Calculate depreciation deductions before purchasing your next property
Investors often question the ongoing costs associated with a potential purchase.
When considering the purchase it is important to ensure there will be a maximum cash return.
There’s a myriad of expert advice available and every investor has their list of essential property inclusions.
Astute investors consider the potential rental return of the property, the property’s location in proximity to local services and facilities, local employment drivers and historical growth of properties within the area.
Meanwhile, other investors limit their options by only looking at properties within close proximity to their home.
To get a true calculation of a property’s ongoing cost, investors should calculate the tax deductible costs and other deductions available, such as property management fees, rates, interest, repairs and maintenance and property depreciation.
The amount of depreciation available varies significantly from property to property and can be difficult to estimate.
These deductions add to the investor’s net cash return and every deductible dollar is returned to the owner at their marginal tax rate.
For this reason, investors often fail to consider the financial benefit of claiming depreciation prior to making their purchase.
By incorporating depreciation calculations prior to making a purchase, an investor may find the property to be more affordable.
Vanessa and Greg have been looking to buy a townhouse as an investment.
A property they have recently seen listed, a two bedroom townhouse on offer for $495,650, is in great proximity to schools, shops, public transport and a park.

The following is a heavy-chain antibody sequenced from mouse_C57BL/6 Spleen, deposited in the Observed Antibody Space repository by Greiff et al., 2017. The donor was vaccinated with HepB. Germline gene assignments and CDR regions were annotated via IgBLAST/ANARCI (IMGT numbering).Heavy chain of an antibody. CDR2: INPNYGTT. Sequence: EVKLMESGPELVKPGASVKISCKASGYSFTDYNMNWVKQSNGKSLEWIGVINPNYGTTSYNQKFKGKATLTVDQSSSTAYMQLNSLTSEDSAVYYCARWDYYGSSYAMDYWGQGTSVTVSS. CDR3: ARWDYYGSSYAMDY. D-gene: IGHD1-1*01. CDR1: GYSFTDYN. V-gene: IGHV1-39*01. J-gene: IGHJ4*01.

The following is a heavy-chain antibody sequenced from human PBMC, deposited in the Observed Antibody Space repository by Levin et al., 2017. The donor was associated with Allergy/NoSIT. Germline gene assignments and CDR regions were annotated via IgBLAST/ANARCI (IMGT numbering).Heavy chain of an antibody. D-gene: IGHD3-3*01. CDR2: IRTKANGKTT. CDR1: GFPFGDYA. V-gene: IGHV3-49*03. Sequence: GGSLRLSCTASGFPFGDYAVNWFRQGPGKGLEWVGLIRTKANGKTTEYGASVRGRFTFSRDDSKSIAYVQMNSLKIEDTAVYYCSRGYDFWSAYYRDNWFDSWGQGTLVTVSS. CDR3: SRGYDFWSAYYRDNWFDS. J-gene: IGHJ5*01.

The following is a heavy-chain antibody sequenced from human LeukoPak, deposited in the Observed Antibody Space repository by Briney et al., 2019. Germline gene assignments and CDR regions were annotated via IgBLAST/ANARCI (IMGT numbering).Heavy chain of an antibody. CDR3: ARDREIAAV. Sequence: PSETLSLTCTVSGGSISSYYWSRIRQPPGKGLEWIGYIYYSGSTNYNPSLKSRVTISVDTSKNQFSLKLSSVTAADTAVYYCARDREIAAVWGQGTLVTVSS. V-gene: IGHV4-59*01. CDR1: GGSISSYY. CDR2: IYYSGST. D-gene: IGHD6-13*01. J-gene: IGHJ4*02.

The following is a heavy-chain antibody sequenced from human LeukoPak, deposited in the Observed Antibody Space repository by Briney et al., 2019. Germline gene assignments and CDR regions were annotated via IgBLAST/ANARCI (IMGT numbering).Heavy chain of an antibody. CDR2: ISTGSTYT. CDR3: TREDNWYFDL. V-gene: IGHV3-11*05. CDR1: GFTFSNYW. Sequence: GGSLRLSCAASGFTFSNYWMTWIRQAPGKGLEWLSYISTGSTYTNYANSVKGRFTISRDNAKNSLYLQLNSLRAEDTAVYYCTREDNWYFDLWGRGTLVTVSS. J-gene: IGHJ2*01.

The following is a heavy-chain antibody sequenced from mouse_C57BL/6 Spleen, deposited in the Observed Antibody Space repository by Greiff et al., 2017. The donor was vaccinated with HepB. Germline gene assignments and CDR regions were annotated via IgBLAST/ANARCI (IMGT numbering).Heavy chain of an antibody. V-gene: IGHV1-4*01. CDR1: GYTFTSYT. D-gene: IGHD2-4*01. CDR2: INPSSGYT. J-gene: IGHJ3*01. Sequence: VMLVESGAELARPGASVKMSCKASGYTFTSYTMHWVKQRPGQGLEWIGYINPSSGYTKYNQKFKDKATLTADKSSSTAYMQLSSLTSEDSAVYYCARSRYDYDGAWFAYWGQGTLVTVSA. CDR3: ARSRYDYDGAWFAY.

Before making an offer, Vanessa and Greg have completed some preliminary research by asking their Property Manager for a rental appraisal of the property.
This appraisal found the property to have an expected rental income of $505 per week, or $26,260 per annum.
Vanessa and Greg also estimated the costs involved in owning the property should they decide to go ahead with the purchase.
These costs totalled $35,639 and included interest, property management fees, rates, repairs and maintenance.
Vanessa and Greg were aware that once the property became income producing they would be entitled to claim depreciation deductions for both the building structure and the plant and equipment assets.
They contacted a Quantity Surveyor for a depreciation estimate, who found that they would be able to claim approximately $9,500 in depreciation deductions in the first full year.
This example shows how including depreciation in the calculations prior to making a purchase can really assist the buyer in making an informed decision.
Without depreciation, the property investor would experience a loss of $114 per week during the first year of owning the property.
By claiming depreciation, this cost is reduced to $46, saving them $68 per week or $3,536 in the first year of ownership.
Once an investor has made their purchase and the property becomes income producing, the income earned from depreciation can make a big difference to the owner’s cash flow.
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